NYC Buildings Department Has Some Explaining to Do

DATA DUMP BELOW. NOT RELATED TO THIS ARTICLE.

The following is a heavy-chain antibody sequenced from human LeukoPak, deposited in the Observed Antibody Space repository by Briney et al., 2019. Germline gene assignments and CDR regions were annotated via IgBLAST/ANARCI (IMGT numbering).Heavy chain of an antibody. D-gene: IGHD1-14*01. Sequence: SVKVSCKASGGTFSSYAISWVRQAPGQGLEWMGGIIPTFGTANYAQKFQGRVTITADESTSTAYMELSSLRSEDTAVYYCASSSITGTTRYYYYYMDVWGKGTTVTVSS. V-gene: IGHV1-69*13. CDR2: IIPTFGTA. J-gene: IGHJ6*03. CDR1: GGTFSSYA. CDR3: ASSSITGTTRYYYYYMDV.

The day after New York City Mayor Michael Bloomberg publicly revealed his disappointment with the city’s Department of Buildings, pointing to the high number of construction accidents that have occurred this year, Buildings Commissioner Patricia Lancaster has tendered her resignation–and the Mayor has accepted it, without assigning blame. In a prepared statement, Bloomberg praised Lancaster for revamping the department during her six-year tenure, noting her success in fighting corruption, improving inspections, and revamping the building code. While the agency has come a long way, given the 13 construction-related deaths since January, it appears it has not come far enough. “There has been twice as much construction so we need twice as many people in the department to make sure there aren’t so many violations,” New York City real estate expert Nora Gross told CPN today. ” The Building Department’s failures, however, are not a result of any deliberate mismanagement on Lancaster’s part, Gross remarked. “By all accounts she has modernized the department after inheriting an agency that had fallen apart under former Mayor Rudy Giuliani,” she said. “The mistakes don’t appear to be intentional, but when you have a class full of high-schoolers grading their own SATs, they’re all going to get 1600. It’s not just that things fall through the cracks, it’s that the cracks seem to be wider than they should be.” Gross pointed out another flaw in the department’s system. “Developers are scrambling to create luxury housing, but none of that is happing for affordable housing,” she said, adding that low-income units are sometimes added to certain projects as an afterthought, just to meet particular requirements that were not enforced before construction got underway. “Affordable housing should never be an afterthought, especially in a city like New York, because of its economic diversity.” Problems within the department, however, are not irreparable, according to Gross. “There is a need for stronger legal teams and more inspectors,” Gross said. “The department needs to be introspective and start to improve whatever is necessary to make it work. The Buildings Department should be our first line of defense against violations. It should make sure the environment is safe for workers, and therefore ultimately safe for occupants.”